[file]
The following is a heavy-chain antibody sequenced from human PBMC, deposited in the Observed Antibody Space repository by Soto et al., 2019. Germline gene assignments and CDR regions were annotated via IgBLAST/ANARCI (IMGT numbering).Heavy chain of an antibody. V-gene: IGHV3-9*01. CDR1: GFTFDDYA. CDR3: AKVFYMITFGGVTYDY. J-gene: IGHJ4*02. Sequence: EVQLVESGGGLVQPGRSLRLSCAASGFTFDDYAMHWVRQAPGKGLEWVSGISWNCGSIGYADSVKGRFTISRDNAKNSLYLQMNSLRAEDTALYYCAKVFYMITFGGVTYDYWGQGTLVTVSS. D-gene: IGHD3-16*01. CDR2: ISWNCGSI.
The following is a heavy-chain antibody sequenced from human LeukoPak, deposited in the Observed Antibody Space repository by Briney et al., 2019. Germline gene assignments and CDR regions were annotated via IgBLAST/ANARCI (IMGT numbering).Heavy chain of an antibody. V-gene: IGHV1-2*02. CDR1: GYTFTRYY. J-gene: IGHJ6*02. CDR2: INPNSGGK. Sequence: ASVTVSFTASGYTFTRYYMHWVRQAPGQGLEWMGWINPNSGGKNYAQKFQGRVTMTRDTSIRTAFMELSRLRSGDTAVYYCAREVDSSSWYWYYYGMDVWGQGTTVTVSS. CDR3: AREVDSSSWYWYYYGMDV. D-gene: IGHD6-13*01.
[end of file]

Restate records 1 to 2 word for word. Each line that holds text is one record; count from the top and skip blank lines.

The following is a heavy-chain antibody sequenced from human PBMC, deposited in the Observed Antibody Space repository by Soto et al., 2019. Germline gene assignments and CDR regions were annotated via IgBLAST/ANARCI (IMGT numbering).Heavy chain of an antibody. V-gene: IGHV3-9*01. CDR1: GFTFDDYA. CDR3: AKVFYMITFGGVTYDY. J-gene: IGHJ4*02. Sequence: EVQLVESGGGLVQPGRSLRLSCAASGFTFDDYAMHWVRQAPGKGLEWVSGISWNCGSIGYADSVKGRFTISRDNAKNSLYLQMNSLRAEDTALYYCAKVFYMITFGGVTYDYWGQGTLVTVSS. D-gene: IGHD3-16*01. CDR2: ISWNCGSI.
The following is a heavy-chain antibody sequenced from human LeukoPak, deposited in the Observed Antibody Space repository by Briney et al., 2019. Germline gene assignments and CDR regions were annotated via IgBLAST/ANARCI (IMGT numbering).Heavy chain of an antibody. V-gene: IGHV1-2*02. CDR1: GYTFTRYY. J-gene: IGHJ6*02. CDR2: INPNSGGK. Sequence: ASVTVSFTASGYTFTRYYMHWVRQAPGQGLEWMGWINPNSGGKNYAQKFQGRVTMTRDTSIRTAFMELSRLRSGDTAVYYCAREVDSSSWYWYYYGMDVWGQGTTVTVSS. CDR3: AREVDSSSWYWYYYGMDV. D-gene: IGHD6-13*01.